Winter Road Conditions and Traffic Accidents in Sweden and UK - Present and Future Climate Scenarios
This thesis investigates the distribution of slippery roads in Sweden and the UK for the present climate and how this may be affected by climate change for the rest of the century. It also addresses future scenarios for traffic accidents and winter road maintenance. The purpose of this thesis is to get a better understanding of winter road conditions and relationships to motor vehicle accidents. A variety of scales are studied in this thesis ranging from nationwide studies in Sweden to smaller scale case studies in Sweden and the UK. The Swedish Road Weather Information System (RWIS) is one of the most extensive in the world with a total of 720 outstations. Air and road surface temperatures are measured at each outstation along with relative humidity, precipitation and wind. In this thesis four different types of slipperiness are considered: Slippery conditions due to moderate hoarfrost (HR1), severe hoarfrost (HR2), road icing (HT) and rain or sleet on a cold road (HN). These four slipperiness types can be combined to form a winter index (WI). However, other types of precipitation are studied where appropriate. Four papers are included in this thesis. The first aims of these papers include an analysis of the geographical distribution of different slipperiness types in Sweden and how these different types of slipperiness relate to traffic accidents. Further on the impact of climate change on road surface temperatures is also considered and in particular, what impact a changing climate would have on the number of traffic accidents, both in the Gothenburg area, Sweden and West Midlands, UK. In Sweden, the frequency of occasions with road slipperiness increases towards the north, with the exception for the slipperiness type road icing (HT), which actually decrease towards the north. When a mild winter was compared to a winter with a temperature marginally warmer than the baseline winter (1961-1990), slippery roads caused more accidents in the mild winter where as snow was the cause of most accidents in the colder winter. Climate change scenarios show that the number of days with temperatures below zero degrees will gradually decrease over the next century. By the 2080s (2070-2100), there will be a 22% reduction of the number of days in the Gothenburg area (Sweden) and a 48% reduction in the Birmingham area (UK). By using derived statistical relationships with traffic accidents, this translates to a theoretical reduction in the number of accidents occurring when the temperature is below zero degrees by 20% respectively 43%. Winter maintenance costs are likely to be reduced by at least 15% in the Gothenburg area until the 2080s. This can be compared with a decline of 38% per annum in the Birmingham area. There may be a disadvantage with a warming climate at least when considering accidents. Since the temperature is rising the number of days with temperatures above zero degrees increases quite rapidly until 2080s. If the ratio between accidents and number of days at each degree will remain unchanged there will be an increase in the number of traffic accidents with as much as 88% at temperatures above zero degrees. Despite this great increase, the total amount of accidents will only increase by 2%.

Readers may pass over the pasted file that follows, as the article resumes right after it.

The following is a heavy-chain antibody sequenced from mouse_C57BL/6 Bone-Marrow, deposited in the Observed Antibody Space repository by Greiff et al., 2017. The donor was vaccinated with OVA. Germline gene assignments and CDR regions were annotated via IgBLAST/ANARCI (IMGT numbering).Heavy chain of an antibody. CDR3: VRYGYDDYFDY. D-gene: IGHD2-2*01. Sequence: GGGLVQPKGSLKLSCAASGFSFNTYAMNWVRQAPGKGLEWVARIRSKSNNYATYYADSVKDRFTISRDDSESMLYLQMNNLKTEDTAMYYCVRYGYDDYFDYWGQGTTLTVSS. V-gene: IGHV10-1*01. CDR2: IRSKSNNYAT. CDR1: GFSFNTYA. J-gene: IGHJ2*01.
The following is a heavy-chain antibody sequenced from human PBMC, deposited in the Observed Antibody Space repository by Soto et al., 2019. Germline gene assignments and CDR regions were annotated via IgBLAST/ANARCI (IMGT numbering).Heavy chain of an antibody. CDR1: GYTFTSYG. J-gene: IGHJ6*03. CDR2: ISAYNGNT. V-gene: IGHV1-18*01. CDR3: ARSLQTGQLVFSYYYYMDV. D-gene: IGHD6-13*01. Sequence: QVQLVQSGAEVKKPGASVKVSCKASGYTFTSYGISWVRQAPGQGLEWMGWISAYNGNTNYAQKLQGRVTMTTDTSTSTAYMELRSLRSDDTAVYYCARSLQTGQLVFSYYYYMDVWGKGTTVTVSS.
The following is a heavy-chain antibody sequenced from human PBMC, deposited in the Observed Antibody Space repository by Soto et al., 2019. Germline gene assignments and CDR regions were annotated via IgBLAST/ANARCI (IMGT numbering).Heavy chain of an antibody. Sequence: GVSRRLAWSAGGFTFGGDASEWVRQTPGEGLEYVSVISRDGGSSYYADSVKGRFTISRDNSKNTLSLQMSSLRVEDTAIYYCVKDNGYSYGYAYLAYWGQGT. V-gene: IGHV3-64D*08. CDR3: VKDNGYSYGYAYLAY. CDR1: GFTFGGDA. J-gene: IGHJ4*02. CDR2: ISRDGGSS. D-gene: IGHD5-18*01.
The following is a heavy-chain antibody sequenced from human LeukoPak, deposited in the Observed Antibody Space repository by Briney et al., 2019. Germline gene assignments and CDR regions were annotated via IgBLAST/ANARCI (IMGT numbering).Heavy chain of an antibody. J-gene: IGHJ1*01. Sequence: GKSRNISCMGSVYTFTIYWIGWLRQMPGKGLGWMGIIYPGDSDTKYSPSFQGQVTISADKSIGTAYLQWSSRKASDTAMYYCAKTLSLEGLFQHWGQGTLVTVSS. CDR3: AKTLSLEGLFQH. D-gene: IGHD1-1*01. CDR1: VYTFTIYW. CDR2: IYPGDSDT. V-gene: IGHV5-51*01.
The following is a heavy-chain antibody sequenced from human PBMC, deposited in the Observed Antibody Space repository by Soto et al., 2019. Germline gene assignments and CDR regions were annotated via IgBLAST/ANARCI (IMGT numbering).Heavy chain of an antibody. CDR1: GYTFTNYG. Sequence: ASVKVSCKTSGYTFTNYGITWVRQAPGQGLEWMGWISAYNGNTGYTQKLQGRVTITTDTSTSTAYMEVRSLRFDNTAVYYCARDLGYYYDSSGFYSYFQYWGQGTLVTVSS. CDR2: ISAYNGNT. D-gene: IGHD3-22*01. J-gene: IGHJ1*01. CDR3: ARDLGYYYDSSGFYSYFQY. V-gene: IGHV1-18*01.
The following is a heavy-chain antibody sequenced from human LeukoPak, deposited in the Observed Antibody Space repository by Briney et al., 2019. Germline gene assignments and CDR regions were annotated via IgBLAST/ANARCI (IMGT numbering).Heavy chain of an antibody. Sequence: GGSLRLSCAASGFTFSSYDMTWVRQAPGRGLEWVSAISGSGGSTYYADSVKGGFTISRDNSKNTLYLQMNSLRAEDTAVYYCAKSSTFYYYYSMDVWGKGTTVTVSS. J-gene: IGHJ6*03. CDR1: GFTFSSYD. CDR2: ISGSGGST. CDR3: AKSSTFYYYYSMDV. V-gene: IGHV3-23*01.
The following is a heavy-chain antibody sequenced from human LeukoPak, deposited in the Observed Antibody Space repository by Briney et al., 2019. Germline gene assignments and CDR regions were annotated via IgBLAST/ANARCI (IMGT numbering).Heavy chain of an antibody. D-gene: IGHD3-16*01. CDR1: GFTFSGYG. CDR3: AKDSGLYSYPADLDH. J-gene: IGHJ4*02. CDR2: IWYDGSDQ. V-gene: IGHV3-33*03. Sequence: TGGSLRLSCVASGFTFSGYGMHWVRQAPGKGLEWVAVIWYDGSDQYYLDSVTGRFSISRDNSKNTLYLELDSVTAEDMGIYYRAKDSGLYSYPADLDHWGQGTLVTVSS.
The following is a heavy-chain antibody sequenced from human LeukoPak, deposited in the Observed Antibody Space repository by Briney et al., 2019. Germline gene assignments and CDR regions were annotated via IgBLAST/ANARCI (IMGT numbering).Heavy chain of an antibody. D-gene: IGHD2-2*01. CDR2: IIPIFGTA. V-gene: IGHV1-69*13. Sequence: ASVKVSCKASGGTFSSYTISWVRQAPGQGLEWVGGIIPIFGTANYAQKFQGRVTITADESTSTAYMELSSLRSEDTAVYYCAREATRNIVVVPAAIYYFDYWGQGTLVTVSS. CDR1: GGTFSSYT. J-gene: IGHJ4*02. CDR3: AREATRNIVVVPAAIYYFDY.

Source Type:Doctoral Dissertation
Keywords:NATURAL SCIENCES; Earth sciences; Winter road condition; Slipperiness; Traffic accident; Winter road maintenance; Climate change
Date of Publication:01/01/2010